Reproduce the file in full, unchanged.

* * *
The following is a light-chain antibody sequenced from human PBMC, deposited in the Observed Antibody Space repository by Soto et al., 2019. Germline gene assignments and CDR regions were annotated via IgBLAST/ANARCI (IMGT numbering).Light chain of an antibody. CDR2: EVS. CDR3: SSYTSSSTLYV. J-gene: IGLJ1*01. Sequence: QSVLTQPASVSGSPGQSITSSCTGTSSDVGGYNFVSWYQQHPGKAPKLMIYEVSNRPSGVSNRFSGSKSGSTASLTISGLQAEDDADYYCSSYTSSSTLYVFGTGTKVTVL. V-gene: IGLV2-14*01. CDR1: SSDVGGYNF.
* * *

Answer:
The following is a light-chain antibody sequenced from human PBMC, deposited in the Observed Antibody Space repository by Soto et al., 2019. Germline gene assignments and CDR regions were annotated via IgBLAST/ANARCI (IMGT numbering).Light chain of an antibody. CDR2: EVS. CDR3: SSYTSSSTLYV. J-gene: IGLJ1*01. Sequence: QSVLTQPASVSGSPGQSITSSCTGTSSDVGGYNFVSWYQQHPGKAPKLMIYEVSNRPSGVSNRFSGSKSGSTASLTISGLQAEDDADYYCSSYTSSSTLYVFGTGTKVTVL. V-gene: IGLV2-14*01. CDR1: SSDVGGYNF.